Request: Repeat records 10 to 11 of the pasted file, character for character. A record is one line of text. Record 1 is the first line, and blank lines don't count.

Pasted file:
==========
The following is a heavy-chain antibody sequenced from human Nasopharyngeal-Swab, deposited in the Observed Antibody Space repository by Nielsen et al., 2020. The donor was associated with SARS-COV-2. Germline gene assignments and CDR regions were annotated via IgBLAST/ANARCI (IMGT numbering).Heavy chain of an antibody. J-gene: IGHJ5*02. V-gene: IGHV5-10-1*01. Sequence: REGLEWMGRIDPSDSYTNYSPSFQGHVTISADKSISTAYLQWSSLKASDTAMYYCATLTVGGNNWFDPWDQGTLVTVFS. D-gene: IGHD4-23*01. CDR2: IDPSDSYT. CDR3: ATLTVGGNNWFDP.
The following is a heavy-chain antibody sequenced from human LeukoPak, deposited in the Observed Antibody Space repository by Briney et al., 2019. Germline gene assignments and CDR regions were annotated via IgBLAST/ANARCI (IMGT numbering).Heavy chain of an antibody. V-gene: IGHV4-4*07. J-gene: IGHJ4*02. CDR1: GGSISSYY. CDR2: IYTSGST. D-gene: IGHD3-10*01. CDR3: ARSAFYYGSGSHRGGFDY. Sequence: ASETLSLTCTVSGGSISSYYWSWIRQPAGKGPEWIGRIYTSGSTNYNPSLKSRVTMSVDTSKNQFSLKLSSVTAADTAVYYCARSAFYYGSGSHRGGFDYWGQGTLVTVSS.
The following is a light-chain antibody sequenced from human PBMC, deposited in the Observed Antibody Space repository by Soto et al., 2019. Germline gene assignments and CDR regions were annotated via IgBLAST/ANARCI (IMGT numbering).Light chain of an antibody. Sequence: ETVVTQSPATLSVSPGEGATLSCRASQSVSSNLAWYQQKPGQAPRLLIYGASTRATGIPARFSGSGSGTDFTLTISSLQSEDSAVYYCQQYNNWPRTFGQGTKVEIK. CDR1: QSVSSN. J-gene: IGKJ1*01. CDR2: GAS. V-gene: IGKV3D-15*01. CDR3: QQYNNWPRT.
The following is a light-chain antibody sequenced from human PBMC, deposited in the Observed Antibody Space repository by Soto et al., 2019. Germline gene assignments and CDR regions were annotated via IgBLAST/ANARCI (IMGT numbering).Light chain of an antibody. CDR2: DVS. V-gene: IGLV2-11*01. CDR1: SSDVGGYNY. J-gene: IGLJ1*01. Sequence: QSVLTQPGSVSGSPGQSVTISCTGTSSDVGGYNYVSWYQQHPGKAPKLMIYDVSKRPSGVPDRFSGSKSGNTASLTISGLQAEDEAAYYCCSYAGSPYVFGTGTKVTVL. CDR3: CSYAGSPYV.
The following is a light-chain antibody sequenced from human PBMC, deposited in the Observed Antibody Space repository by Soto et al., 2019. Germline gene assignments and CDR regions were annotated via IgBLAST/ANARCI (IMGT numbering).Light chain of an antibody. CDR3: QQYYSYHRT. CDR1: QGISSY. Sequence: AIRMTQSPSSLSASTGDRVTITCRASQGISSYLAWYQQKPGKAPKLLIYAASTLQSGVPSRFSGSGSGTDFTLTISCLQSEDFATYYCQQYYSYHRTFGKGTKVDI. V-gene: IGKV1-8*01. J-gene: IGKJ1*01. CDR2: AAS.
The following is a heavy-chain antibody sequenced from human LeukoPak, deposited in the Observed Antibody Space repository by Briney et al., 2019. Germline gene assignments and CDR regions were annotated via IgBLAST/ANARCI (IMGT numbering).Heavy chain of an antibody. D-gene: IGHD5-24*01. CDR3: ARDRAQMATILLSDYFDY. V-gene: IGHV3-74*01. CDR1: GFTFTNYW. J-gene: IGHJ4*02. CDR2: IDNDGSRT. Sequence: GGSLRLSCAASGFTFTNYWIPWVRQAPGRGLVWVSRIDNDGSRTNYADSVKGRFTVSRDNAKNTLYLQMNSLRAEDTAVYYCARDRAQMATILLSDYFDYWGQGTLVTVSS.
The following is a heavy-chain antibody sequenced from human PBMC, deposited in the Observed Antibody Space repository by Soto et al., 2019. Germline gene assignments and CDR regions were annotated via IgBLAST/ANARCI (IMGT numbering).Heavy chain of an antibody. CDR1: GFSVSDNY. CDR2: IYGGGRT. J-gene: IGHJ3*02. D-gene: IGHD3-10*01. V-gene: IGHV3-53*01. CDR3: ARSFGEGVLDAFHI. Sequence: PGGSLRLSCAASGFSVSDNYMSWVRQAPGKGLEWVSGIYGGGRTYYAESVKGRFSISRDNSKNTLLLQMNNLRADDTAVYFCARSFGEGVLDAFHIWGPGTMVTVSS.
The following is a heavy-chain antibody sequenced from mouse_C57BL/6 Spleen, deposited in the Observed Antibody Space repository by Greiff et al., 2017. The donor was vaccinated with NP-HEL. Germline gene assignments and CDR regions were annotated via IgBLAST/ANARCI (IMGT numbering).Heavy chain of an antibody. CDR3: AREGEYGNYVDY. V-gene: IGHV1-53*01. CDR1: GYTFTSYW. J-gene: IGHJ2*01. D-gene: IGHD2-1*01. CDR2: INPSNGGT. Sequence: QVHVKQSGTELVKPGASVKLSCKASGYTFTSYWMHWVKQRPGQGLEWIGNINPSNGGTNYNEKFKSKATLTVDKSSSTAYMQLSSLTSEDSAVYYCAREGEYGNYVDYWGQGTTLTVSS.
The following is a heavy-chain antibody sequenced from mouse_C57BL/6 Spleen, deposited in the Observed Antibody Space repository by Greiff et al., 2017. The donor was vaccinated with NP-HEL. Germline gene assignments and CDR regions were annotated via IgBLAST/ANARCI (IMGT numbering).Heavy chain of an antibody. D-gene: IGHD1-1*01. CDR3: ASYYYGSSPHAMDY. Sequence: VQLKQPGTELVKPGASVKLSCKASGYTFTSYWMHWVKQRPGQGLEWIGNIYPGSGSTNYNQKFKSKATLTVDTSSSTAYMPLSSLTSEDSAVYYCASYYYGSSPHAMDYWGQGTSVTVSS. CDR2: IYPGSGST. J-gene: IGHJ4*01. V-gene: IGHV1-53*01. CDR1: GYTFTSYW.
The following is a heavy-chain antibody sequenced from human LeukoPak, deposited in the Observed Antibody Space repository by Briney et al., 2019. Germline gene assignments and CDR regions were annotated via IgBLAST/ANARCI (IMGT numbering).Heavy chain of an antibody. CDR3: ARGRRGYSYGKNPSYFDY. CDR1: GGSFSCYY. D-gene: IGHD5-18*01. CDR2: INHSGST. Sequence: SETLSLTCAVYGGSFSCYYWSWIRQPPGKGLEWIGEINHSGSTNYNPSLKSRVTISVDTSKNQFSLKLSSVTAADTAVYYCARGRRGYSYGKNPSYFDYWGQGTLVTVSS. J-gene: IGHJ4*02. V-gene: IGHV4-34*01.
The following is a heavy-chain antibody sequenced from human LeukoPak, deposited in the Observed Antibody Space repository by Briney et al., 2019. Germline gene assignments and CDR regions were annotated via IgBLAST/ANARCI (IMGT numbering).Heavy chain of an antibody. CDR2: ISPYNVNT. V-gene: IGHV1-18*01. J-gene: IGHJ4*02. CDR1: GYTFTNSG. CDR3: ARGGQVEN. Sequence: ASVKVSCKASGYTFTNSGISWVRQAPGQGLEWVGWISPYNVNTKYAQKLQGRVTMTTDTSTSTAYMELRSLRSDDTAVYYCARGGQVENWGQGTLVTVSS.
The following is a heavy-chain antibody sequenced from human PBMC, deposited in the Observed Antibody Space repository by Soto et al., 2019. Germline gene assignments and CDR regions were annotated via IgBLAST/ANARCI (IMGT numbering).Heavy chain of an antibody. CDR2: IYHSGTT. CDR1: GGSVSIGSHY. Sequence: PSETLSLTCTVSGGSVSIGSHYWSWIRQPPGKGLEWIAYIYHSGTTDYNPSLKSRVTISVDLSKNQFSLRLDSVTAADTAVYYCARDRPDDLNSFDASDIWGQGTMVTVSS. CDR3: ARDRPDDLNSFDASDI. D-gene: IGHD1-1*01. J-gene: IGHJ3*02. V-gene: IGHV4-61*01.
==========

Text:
The following is a heavy-chain antibody sequenced from human LeukoPak, deposited in the Observed Antibody Space repository by Briney et al., 2019. Germline gene assignments and CDR regions were annotated via IgBLAST/ANARCI (IMGT numbering).Heavy chain of an antibody. CDR3: ARGRRGYSYGKNPSYFDY. CDR1: GGSFSCYY. D-gene: IGHD5-18*01. CDR2: INHSGST. Sequence: SETLSLTCAVYGGSFSCYYWSWIRQPPGKGLEWIGEINHSGSTNYNPSLKSRVTISVDTSKNQFSLKLSSVTAADTAVYYCARGRRGYSYGKNPSYFDYWGQGTLVTVSS. J-gene: IGHJ4*02. V-gene: IGHV4-34*01.
The following is a heavy-chain antibody sequenced from human LeukoPak, deposited in the Observed Antibody Space repository by Briney et al., 2019. Germline gene assignments and CDR regions were annotated via IgBLAST/ANARCI (IMGT numbering).Heavy chain of an antibody. CDR2: ISPYNVNT. V-gene: IGHV1-18*01. J-gene: IGHJ4*02. CDR1: GYTFTNSG. CDR3: ARGGQVEN. Sequence: ASVKVSCKASGYTFTNSGISWVRQAPGQGLEWVGWISPYNVNTKYAQKLQGRVTMTTDTSTSTAYMELRSLRSDDTAVYYCARGGQVENWGQGTLVTVSS.